With Moderna and Pfizer announcing encouraging results, the COVID-19 vaccine may become available before the end of the year — a long awaited milestone in the coronavirus crisis for some, and a source of worry for others.
Half of Americans said they wouldn’t get a free U.S. government-approved vaccine if it were ready today, according to a Gallup survey released in October. That's a sharp decline from July when two-thirds said they would agree to vaccination.
Previous polls found many people who were reluctant to get immunized worried about the safety of a vaccine that’s being developed with unprecedented speed.
But lots of people opting out would delay herd immunity, so some officials support compulsory immunizations. In August, Australia’s prime minister suggested the vaccine would be mandatory in his country, but later backtracked on those comments.
That same month in Virginia, the health commissioner said he planned on mandating the vaccine, but a spokeswoman for the state’s governor later said there were no plans to do so, local media reported.
In November, the New York State Bar Association recommended the state consider making it mandatory for all residents to get the shot, except those exempted by doctors.
Can the federal government require Americans to get the shot?
A key member of the White House coronavirus task force assured it won’t happen. Dr. Anthony Fauci said he would “definitely not” support a nationwide mandate of the COVID-19 vaccine.
“You don't want to mandate and try and force anyone to take the vaccine. We've never done that. You can mandate for certain groups of people like health workers, but for the general population you cannot,” Fauci said in August.
“We don't want to be mandating from the federal government to the general population. It would be unenforceable and not appropriate.”
It’s a different story for orders issued by states, cities or businesses, but even then, mandatory vaccination wouldn’t be forced vaccination.
“Nobody's talking about coming to your house, holding you down and vaccinating you,” Dorit Reiss, a law professor at the University of California Hastings College of the Law in San Francisco, told TODAY.
Refusing to follow a mandate could mean a fine, tax or other penalty, said Reiss, who studies legal and policy issues related to vaccines.
Here’s what to know about the COVID-19 vaccine and U.S. law:
Can the federal government mandate the vaccine for the general population?
Almost certainly not, Reiss said. It has limited powers expressly spelled out in the Constitution; the rest belong to the states.
But the federal government has some ways to get people to vaccinate, imposing it as a condition of getting a passport, for example.
That hasn’t happened before, but such a requirement would be within the federal government’s powers, Reiss noted.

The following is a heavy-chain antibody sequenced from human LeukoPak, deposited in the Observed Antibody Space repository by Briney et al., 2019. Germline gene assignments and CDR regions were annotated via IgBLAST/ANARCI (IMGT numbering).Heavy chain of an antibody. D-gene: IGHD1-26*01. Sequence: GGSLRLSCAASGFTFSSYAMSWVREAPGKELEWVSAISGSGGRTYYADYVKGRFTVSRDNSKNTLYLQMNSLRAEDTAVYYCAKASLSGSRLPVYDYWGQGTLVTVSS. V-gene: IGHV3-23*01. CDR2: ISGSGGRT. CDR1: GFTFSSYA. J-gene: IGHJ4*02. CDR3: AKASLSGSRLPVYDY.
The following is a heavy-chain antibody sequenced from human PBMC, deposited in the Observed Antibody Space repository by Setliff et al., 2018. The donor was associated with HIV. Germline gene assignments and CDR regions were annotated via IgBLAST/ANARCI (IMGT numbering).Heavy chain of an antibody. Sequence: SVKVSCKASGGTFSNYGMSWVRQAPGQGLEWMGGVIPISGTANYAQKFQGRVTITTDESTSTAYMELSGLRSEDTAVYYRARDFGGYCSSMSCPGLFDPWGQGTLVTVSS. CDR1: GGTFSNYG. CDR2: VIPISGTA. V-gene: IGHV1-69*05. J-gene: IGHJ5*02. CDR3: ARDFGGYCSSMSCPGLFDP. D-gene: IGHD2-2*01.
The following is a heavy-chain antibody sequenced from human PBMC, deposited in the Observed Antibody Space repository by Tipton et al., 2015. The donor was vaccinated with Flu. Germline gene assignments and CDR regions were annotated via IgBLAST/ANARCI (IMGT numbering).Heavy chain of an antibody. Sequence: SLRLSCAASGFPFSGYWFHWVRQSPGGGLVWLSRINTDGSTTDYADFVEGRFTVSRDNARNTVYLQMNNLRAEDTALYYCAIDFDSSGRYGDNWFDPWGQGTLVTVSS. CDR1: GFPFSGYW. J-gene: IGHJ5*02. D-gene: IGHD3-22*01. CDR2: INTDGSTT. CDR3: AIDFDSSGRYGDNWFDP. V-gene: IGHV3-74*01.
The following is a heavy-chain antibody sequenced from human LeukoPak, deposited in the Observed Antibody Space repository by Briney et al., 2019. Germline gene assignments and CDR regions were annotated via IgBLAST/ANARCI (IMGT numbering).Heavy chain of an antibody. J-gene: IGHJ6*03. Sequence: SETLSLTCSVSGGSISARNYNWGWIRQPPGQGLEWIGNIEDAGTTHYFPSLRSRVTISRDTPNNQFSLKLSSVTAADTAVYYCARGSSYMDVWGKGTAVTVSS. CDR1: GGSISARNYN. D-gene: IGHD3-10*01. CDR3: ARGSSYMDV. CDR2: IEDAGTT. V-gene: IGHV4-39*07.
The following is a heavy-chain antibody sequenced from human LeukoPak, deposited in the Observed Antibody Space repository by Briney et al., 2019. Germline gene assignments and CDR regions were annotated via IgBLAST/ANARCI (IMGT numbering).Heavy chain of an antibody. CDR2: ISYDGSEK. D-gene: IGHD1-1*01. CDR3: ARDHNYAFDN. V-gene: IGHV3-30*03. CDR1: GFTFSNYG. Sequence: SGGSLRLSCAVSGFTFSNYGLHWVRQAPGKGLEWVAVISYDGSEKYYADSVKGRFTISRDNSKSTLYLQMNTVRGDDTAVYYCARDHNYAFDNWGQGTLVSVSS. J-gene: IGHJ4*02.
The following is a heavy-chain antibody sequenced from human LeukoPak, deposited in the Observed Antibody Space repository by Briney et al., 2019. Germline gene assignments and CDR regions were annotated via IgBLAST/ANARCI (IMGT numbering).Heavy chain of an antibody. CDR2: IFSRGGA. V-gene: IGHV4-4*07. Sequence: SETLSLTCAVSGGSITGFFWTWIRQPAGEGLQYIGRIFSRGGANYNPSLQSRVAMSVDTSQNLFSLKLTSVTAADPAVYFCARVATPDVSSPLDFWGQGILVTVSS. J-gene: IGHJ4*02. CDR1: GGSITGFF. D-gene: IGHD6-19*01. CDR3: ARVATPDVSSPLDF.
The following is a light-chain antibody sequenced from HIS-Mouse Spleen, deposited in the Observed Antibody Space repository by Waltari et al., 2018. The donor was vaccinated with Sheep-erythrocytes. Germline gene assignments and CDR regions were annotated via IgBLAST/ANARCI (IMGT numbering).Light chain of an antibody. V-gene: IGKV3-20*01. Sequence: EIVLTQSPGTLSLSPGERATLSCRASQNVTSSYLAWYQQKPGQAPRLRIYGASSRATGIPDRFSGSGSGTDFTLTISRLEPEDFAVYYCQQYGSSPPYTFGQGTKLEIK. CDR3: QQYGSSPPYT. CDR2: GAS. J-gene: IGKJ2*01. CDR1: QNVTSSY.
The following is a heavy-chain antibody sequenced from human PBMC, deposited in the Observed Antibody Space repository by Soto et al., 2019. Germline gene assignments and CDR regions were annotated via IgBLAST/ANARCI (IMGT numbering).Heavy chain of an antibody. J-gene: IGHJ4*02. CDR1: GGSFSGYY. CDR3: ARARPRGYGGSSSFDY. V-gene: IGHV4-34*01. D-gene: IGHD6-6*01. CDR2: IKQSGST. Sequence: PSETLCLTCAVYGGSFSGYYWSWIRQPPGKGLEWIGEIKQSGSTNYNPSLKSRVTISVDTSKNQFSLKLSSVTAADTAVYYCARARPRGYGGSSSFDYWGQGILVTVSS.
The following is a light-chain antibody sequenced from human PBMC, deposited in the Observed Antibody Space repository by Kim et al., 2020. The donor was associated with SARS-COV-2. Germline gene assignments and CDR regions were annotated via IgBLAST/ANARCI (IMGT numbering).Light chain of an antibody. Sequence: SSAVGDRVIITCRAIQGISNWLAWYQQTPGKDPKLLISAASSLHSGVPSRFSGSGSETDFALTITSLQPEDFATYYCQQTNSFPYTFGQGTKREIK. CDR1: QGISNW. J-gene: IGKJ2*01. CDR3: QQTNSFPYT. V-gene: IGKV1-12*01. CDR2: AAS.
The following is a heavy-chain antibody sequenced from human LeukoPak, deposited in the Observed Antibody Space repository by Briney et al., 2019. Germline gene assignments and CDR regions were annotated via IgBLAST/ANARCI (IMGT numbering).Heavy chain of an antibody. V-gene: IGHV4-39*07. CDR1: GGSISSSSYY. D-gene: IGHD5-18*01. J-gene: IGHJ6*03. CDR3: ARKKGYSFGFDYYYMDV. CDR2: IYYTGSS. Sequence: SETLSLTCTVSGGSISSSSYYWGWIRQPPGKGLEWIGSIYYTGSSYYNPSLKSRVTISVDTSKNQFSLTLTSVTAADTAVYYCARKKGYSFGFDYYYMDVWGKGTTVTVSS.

Can states or cities mandate a vaccine?
States have the authority to regulate public health and they have in the past mandated vaccines. The classic case in this area of law, Jacobson v. Massachusetts in 1905, was decided by the Supreme Court after a smallpox outbreak.
Cities have powers, too: In 2019, New York City required people living in four ZIP codes in Williamsburg, Brooklyn, to get the measles vaccine, prove they've already had it or face a $1,000 fine.
But any vaccine mandates must reasonable, proportional and enforced in a nondiscriminatory fashion, Reiss said. She expected COVID-19 hot spots would make the vaccine a requirement for its residents.
Can the vaccine be made compulsory for certain groups of people?
Yes, health workers are the classic example. Hospitals often require some staff to get a flu or hepatitis B vaccine.
Universities may mandate students, faculty and staff to be immunized for certain diseases before coming on campus. Schools may have the same requirements for children.
Can an employer fire you if you refuse to get immunized?
Yes, with some exceptions.
“It's perfectly legitimate for an employer to regulate to make the workplace safer,” Reiss said. “They can certainly fire you if you don't want to follow health and safety rules.”
Employees who are part of a union may be exempt from the vaccine requirement.
Anti-discrimination laws also provide some limits. If you can’t get the vaccine for medical reasons, that could be a disability under the Americans with Disabilities Act, which would require an employer to accommodate you. That could mean requiring you to wear a mask on the job or have limited contact with other people, Reiss said.
The Civil Rights Act of 1964 may protect people who have a religious objection to a vaccine. An employer would have to make a reasonable accommodation as long as it’s not too costly for the business.
These laws apply only to companies with 15 or more employees, so smaller businesses are exempt.
“We think about employers as this huge, amorphous thing, but under the law, they’re also private entities with rights, especially if it's a small mom and pop shop,” Reiss noted.
Can airlines, restaurants, stores and stadiums make the vaccine a condition of doing business with you?
Yes, within the anti-discrimination laws mentioned above.
“They can decide to refuse service to you for pretty much any reason,” Reiss said, pointing out a policy most shoppers are already familiar with: no shirt, no shoes, no service.
People who are covered by anti-discrimination laws can’t just demand a business let them do whatever they want. The company just has to give you a reasonable accommodation, so a store might refuse you entry but offer curbside pick-up of groceries.
Given the backlash against wearing masks, Reiss suspected many businesses won’t have a vaccine mandate because it's difficult to enforce.
“There are people who don't like mandates, period, and they won't like this either,” Reiss said.
“I expect there are also going to be a lot of workers who are grateful that their employer is trying to make the place safer for themselves and others.”